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Chambers's Edinburgh Journal, No. 422 Volume 17, New Series, January 31, 1852   By:

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CHAMBERS' EDINBURGH JOURNAL

CONDUCTED BY WILLIAM AND ROBERT CHAMBERS, EDITORS OF 'CHAMBERS'S INFORMATION FOR THE PEOPLE,' 'CHAMBERS'S EDUCATIONAL COURSE,' &c.

No. 422. NEW SERIES. SATURDAY, JANUARY 31, 1852. PRICE 1 1/2 d.

THE HAPPY JACKS.

'On Saturday, then, at two humble hours, humble fare; but plenty, and good of its kind; with a talk over old fellows and old times.'

Such was the pith of an invitation to dinner, to accept which I started on a pleasant summer Saturday on the top of a Kentish town omnibus. My host was Happy Jack. Everybody called him 'Happy Jack:' he called himself 'Happy Jack.' He believed he was an intensely 'Happy' Jack. Yet his friends shook their heads, and the grandest shook theirs the longest, as they added the ominous addendum of 'Poor Devil' to 'Happy Jack.'

'Seen that unhappy wretch, Happy Jack, lately?'

'Seen him! of course, yesterday: he came to borrow a half sovereign, as two of his children had the measles. He was in the highest spirits, for the pawnbroker lent him more on his watch than he had expected, and so Jack considered the extra shilling or two pure gain. I don't know how the wretch lives, but he seems happier than ever.'

On another occasion, the dialogue would be quite different.

'Who do you think I saw last night in the first tier at the Opera? who but Happy Jack, and Mrs Happy Jack, and the two eldest Happy Jack girls! Jack himself resplendent in diamond studs, and tremendously laced shirt front; and as for the women actually queens of Sheba. A really respectable carriage, too, at the door; for I followed them out in amazement: and off they went like so many lords and ladies. Oh, the sun has been shining somehow on the Happy Jacks!'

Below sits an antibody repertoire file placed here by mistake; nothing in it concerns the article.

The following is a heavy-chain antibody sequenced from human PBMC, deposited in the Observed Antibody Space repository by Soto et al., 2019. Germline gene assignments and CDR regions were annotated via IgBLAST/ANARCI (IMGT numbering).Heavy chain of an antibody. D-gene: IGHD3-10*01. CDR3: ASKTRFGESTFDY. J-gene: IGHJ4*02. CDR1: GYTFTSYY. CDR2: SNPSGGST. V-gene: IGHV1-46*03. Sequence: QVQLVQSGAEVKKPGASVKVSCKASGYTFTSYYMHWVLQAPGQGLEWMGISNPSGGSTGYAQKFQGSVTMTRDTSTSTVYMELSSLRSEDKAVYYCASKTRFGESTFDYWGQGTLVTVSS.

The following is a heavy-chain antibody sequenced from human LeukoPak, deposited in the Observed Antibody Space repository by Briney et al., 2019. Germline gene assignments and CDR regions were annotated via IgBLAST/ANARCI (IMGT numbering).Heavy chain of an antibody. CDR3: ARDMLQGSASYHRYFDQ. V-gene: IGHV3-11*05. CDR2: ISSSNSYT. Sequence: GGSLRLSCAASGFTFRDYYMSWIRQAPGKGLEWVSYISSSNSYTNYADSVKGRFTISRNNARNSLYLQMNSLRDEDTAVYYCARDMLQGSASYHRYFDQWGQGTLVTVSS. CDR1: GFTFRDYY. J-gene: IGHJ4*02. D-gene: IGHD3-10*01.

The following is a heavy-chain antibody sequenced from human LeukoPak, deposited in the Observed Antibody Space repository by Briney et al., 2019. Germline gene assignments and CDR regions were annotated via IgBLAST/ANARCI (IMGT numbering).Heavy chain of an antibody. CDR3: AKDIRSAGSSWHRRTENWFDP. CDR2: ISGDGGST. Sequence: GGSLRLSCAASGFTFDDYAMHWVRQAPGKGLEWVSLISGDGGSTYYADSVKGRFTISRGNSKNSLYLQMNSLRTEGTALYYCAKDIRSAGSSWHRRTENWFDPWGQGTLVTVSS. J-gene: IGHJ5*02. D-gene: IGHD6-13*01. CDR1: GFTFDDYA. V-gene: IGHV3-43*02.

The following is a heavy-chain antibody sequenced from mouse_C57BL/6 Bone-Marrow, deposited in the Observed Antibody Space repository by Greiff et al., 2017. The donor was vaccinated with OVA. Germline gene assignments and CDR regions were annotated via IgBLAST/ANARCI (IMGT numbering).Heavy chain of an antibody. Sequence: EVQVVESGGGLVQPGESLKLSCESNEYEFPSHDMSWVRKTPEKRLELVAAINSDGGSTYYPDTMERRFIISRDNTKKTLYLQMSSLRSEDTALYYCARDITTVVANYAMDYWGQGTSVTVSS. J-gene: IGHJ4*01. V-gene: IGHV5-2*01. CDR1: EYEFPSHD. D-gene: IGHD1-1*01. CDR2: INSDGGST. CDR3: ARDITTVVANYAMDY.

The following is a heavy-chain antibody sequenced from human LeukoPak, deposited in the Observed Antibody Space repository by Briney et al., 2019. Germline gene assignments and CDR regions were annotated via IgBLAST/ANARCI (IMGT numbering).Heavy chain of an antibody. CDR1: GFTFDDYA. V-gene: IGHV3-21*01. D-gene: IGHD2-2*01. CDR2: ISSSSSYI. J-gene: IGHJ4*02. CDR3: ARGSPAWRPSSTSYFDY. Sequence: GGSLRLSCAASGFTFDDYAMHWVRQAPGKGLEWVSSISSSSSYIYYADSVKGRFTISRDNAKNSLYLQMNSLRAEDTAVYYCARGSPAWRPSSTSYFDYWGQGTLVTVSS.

In due time I stood before the Terrace honoured by the residence of the Happy Jacks one of those white, stuccoed rows of houses, with bright green doors and bright brass plates thereon, which suburban builders so greatly affect. As I entered the square patch of front garden, I perceived straw lying about, as though there had been recent packing; and looking at the drawing room window, I missed the muslin curtain and the canary's brass cage swathed all over in gauze. The door opened before I knocked, and Happy Jack was the opener. He was clad in an old shooting coat and slippers, had a long clay pipe in his mouth, and was in a state of intense general d├ęshabille . Looking beyond him, I saw that the house was in d├ęshabille as well as the master. There were stairs certainly, but where was the stair carpet? Happy Jack, however, was clearly as happy as usual. He had a round, red face; and, I will add, a red nose. But the usual sprightly smile stirred the red round face, the usual big guffaw came leaping from the largely opening mouth, the usual gleam of mingled sharpness and bonhomie shone from the large blue eyes. Happy Jack closed the door, and, taking my arm, walked me backwards and forwards on the gravel.

'My boy,' he said, 'we've had a little domestic affair inside; but you being, like myself, a man of the world, we were not of course going to give up our dinner for that. The fact is,' said Jack, attempting to assume a heroic and sentimental tone and attitude, 'that, for the present at least, my household gods are shattered!'

'You mean that'

'As I said, my household gods are shattered, even in the shrine!'

It was obvious that the twang of this fine phrase gave Jack uncommon pleasure. He repeated it again and again under his breath, flourishing his pipe, so as, allegorically and metaphorically, to set forth the extent of his desolation.

'In other words,' I went on, 'there has been an an execution'

'And the brokers have not left a stick. But what of that? These, are accidents which will occur in the best'

'And Mrs'

'Oh! She, you know, is apt to be a little downhearted at times; and empty rooms somehow act on her idiosyncrasy... Continue reading book >>


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